It does really hurt. I can rate the pain with a 2 out of 10 pain scale with 10 as the highest. I already applied ice to prevent further hematoma and inflammation and also to desensitize the pain fibers.

I won't drink Mefenamic acid or any analgesics for that matter because I fear that my body would adapt to it and it wouldn't be effective when I really need pain killers.

I do hope that my finger heals soon. Oh yeah my finger got injured because it got stuck in a folding chair as I was about to get of the van. Darn it, what bad luck! smile_confused

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Friday, February 1, 2008

The Student Nurse is Sick

Ok, I can't believe that I'm sick again. I was just in the hospital last December 30 to January 2 and now I'm fearing that I might be admitted in the hospital for the same reason: tonsillitis or pharyngitis.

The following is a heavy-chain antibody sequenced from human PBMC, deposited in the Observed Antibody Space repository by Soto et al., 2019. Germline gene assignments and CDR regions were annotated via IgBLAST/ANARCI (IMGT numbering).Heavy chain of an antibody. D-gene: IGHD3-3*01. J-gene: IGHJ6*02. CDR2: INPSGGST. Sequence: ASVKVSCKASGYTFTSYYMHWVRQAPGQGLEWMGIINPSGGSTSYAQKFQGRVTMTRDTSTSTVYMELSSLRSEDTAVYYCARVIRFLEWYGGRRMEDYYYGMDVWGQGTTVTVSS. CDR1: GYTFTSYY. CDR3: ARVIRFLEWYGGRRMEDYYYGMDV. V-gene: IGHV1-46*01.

It's either one of the two because my doctor really didn't inform me of my medical diagnosis but I'm sure that it's either of the two. I have a long history of tonsillitis so I'm not anymore surprised if I get Rheumatoid Heart Disease.

For those who don't know what tonsillitis or pharyngitis is here's a quick overview:

Pharyngitis and tonsillitis are infections in the throat that cause inflammation. If the tonsils are primarily affected, it is called tonsillitis. If the throat is primarily affected, it is called pharyngitis. A person might even have inflammation and infection of both the tonsils and the throat. This would be called pharyngotonsillitis. These infections are spread by close contact with other individuals. Bacterial infections are more common during the winter. Viral infections are more common in summer and fall.

I'm not sure though if my sore (yeah I have one near my uvula and it's painful) is caused by a virus or bacteria. Either way my doctor gave me this medical management:

  • Clindamycin (300 mg BID PO) - is a lincosamide antibiotic that is used to treat the infection causing my pharyngitis/tonsillitis
  • Mefenamic Acid (500 mg TID PO) - an analgesic that is prescribed for the pain

And for my nursing management (I added this one smile_embaressed):

  • Warm saline gargle BID (that's twice a day)
  • Good oral care
  • Increase fluid intake and rest